Martin Espada. Poet and Professor, University of Massachusetts
PBS Newhour – 9/11/08 MP3 http://www-tc.pbs.org/newshour/rss/media/2008/09/11/20080911_sevenyears28.mp3
Espada’s website:http://www.martinespada.net/
“In our time, political speech and writing are largely the defense of the indefensible. Things like the continuance of British rule in India, the Russian purges and deportations, the dropping of the atom bombs on Japan, can indeed be defended, but only by arguments which are too brutal for most people to face, and which do not square with the professed aims of the political parties. Thus political language has to consist largely of euphemism., question-begging and sheer cloudy vagueness. Defenseless villages are bombarded from the air, the inhabitants driven out into the countryside, the cattle machine-gunned, the huts set on fire with incendiary bullets: this is called pacification. Millions of peasants are robbed of their farms and sent trudging along the roads with no more than they can carry: this is called transfer of population or rectification of frontiers. People are imprisoned for years without trial, or shot in the back of the neck or sent to die of scurvy in Arctic lumber camps: this is called elimination of unreliable elements. Such phraseology is needed if one wants to name things without calling up mental pictures of them.”
George Orwell – “Politics and the English Language” 1946
http://www.mtholyoke.edu/acad/intrel/orwell46.htm
On the shoulders of these giants, I share my pedestrian experience.
Yesterday, I went to US District Court in Newark to listen to oral argument in a case filed by Edison Wetlands Association seeking to force a toxic polluter to stop discharging toxic chemicals to the Raritan River. A long and disgraceful story.
But, as I approached the Federal Square complex, a beautiful piece of sculpture caught my eye. Of course – since a core part of my mission is amateur photojournalism – I moved to take a picture.

In response, US Federal marshall Gerald Mauriello aggressively swooped in, sternly advised that I was on “federal property”, and “taking pictures of federal buildings is prohibited”. He demanded personal identification. I asked on what legal basis he did so, under the impression that we have both Constitutional and inalienable rights, and there is no US citizen identification card (at least not yet).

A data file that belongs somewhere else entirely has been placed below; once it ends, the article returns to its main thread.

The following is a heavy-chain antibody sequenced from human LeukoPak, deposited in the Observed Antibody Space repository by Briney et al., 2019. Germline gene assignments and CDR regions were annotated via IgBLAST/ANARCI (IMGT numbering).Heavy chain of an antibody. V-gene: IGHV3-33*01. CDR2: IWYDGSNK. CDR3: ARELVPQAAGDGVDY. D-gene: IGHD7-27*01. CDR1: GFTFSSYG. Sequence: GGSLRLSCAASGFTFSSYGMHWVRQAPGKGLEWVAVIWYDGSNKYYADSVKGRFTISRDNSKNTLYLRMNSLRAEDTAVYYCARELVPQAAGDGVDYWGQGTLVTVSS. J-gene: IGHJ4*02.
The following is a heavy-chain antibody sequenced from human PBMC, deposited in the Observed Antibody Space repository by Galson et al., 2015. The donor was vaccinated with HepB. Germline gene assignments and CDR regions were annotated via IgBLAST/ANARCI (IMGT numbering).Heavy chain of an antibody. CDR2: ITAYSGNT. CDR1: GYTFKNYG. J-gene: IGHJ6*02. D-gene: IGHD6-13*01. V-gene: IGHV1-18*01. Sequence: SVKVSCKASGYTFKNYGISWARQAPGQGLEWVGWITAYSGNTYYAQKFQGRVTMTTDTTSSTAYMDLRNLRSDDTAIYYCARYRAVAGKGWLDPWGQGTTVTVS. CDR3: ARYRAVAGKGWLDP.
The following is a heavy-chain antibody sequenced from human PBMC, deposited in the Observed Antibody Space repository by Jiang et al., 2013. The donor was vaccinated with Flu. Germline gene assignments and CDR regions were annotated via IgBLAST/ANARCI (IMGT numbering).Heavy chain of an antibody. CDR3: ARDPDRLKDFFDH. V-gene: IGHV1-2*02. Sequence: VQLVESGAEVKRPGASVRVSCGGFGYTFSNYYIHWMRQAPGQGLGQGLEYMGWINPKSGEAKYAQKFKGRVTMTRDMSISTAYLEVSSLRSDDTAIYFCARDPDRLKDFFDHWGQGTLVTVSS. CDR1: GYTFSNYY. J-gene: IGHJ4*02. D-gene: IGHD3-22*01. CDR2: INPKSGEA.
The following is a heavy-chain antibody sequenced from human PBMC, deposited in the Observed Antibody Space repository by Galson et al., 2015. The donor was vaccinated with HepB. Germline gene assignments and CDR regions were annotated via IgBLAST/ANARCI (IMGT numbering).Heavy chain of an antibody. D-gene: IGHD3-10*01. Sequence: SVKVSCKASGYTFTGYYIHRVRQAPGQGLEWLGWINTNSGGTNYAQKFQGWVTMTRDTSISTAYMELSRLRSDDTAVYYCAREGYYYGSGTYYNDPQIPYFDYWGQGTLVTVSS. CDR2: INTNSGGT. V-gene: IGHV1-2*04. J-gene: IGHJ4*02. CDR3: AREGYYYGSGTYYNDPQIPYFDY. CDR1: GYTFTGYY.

To which he angrily replied: “Don’t you know what f-cking day it is!”

US Marshall Mauriello rushes to avert terrorism because – as the Leader and Decider has repeated – the terrorists hate our freedom.

Feel safer now?

Thomas Paine – patriot and truth teller
“Don’t tread on Me”

Hey Mr. US Marshall Mauriello – is it now illegal to photo these federal buildings? Just askin’.

US Supreme Court – note the couple kneeling in prayer on the steps

DEP losing money on State land leases

August 3rd, 2008 4 comments

Oil & gas companies, luxury boats/Marina’s subsidized while Park Visitor Fees Increase

Today’s Asbury Park Press and Morris Daily Record are reporting that the Department of Environmental Protection’s management of leases, easements, and concessions is in disarray, and losing lots of money.
This news comes after Governor Corzine threatened to close state parks and raise parking and entrance fees:
State loses money on leasesDEP’s lease program disorganized — but at what cost?
BY MICHAEL RISPOLI • GANNETT STATE BUREAU • AUGUST 3, 2008
Tenants know how it works: Rent goes up every year, and if it’s not paid they get evicted.
But for years when lessees did not pay New Jersey for using the state’s parklands, they didn’t even get a slap on the wrist. As the value of the land they occupied went up, some kept paying the same rate.

The DEP has 232 leases currently on file — which include family homes, education centers and utility lines — but no complete list is available. Staffers currently are combing through state park files to find the total number, which they estimate to be upward of 300. A review of records from the State House Commission, the state panel that oversees such agreements, shows at least 10 agreements approved since 2006 that are not included on the list.
…Raising park user fees may wind up plugging the park’s budget hole, but Wolfe says the state is going after the wrong people.
“(Gov.) Corzine’s willing to raise park user fees, but he’s not willing to say the corporations who are using these lands have to pay up,” Wolfe said
.
http://www.app.com/apps/pbcs.dll/article?AID=/20080803/NEWS/808030434
Look DEP – in case you can’t find it in your files. This is an easement – Texas Eastern Pipeline across D&R Canal State Park

Texas Eastern Gas Pipeline crosses D&R Canal State Park just north of Lambertville

A Generational Challenge to Repower America

July 20th, 2008 9 comments

“We’re borrowing money from China to buy oil from the Persian Gulf to burn it in ways that destroy the planet. Every bit of that’s got to change.”